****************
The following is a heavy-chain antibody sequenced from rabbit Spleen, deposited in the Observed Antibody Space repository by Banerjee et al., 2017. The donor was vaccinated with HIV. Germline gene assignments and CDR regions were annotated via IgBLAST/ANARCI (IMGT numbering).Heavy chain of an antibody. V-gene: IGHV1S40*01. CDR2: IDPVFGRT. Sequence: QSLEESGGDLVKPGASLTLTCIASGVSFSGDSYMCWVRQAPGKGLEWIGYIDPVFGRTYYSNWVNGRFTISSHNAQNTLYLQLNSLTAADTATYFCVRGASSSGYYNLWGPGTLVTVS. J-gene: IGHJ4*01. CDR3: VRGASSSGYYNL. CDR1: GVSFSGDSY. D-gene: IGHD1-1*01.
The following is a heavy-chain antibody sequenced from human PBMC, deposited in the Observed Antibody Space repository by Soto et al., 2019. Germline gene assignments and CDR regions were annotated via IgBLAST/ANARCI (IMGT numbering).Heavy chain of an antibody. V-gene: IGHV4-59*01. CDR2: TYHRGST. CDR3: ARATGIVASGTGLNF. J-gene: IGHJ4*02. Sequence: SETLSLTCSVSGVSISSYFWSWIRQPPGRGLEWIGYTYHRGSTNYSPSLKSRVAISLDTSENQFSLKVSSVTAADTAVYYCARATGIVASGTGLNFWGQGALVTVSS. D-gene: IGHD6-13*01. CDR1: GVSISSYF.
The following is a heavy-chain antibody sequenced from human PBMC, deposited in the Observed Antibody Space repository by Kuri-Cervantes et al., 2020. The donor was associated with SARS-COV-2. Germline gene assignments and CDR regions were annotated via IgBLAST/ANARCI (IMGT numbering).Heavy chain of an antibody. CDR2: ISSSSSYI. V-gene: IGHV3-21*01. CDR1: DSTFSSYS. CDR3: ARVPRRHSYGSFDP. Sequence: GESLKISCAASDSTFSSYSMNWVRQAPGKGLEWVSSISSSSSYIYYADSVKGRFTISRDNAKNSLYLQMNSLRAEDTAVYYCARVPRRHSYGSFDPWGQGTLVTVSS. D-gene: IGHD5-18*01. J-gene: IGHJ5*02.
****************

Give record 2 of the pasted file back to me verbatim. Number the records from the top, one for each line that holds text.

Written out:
The following is a heavy-chain antibody sequenced from human PBMC, deposited in the Observed Antibody Space repository by Soto et al., 2019. Germline gene assignments and CDR regions were annotated via IgBLAST/ANARCI (IMGT numbering).Heavy chain of an antibody. V-gene: IGHV4-59*01. CDR2: TYHRGST. CDR3: ARATGIVASGTGLNF. J-gene: IGHJ4*02. Sequence: SETLSLTCSVSGVSISSYFWSWIRQPPGRGLEWIGYTYHRGSTNYSPSLKSRVAISLDTSENQFSLKVSSVTAADTAVYYCARATGIVASGTGLNFWGQGALVTVSS. D-gene: IGHD6-13*01. CDR1: GVSISSYF.